• the exposure suggested by a camera is made to be 90% accurate.

  • Most scenes have a mix of light values, dark values, and values in between.

  • So if you sort of assume that that all melds down to about middle gray

  • you can suggest an exposure.

  • And the meter will suggest an exposure, and then

  • when you expose for that you'll be pretty accurate.

  • But so this scene here is pretty much all highlights.

  • And my camera said if you set it to these settings

  • you'll get a properly exposed image, but it's not.

  • It's too dark.

  • So if we open up one stop.

  • Well, we're getting closer.

  • Snow starting to look like snow.

  • And if we open up one more stop maybe we're a little bit too far.

  • It's getting a little bit bright over in this area over here,

  • but it's rendering as a very bright white.

  • And sort of side by side you can see it here.

  • The metered exposure versus compensating by increasing our exposure one stop.

  • So this is what I mean to say when I say that we need to be a little bit more

  • intelligent than the machines.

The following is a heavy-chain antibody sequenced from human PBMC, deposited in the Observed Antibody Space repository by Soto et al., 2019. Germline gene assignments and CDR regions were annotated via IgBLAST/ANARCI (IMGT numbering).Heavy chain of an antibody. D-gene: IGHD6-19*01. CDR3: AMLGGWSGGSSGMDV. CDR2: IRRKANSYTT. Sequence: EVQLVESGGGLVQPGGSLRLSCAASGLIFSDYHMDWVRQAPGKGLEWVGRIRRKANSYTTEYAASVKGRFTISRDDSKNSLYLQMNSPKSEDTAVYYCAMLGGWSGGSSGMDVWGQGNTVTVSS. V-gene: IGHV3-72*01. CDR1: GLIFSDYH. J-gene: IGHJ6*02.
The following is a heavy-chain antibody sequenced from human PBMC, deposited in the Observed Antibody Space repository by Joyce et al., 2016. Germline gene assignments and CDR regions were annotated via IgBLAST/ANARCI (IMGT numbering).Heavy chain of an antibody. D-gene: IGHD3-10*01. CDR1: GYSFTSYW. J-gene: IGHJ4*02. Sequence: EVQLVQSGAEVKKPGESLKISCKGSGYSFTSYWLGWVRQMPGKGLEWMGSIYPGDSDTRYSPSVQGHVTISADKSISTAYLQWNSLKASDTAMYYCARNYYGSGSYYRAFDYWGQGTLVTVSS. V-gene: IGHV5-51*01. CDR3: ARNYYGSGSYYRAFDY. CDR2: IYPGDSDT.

• They're very sophisticated.

  • They can measure all kinds of things, but they're still sort of locked in

  • and reference at specific values.

  • So we need to understand what those are so

  • that we can compensate, and sort of use our intention

  • to override the camera when it's making, essentially, a dumb decision.

  • Yeah?

  • AUDIENCE: If middle gray is meant to be halfway

  • between pure black and pure white how come it's 18% and not 50?

  • IAN: So it has to do with the sensitivity of--

  • or the way that human eyes render light, and because it's logarithmic.

  • So it's a power function.

  • So 50% is not quite halfway on a linear scale

  • when it gets transformed, I think, but essentially it

  • is because if you have say--

  • this is a good example.

  • If you have one light bulb, and you turn it on,

  • and you add another light bulb it's almost

  • like you've doubled the amount of brightness,

  • and it's a very obvious difference, but if you have 100 light bulbs

  • and you turn one more light bulb on it's such a tiny incremental difference.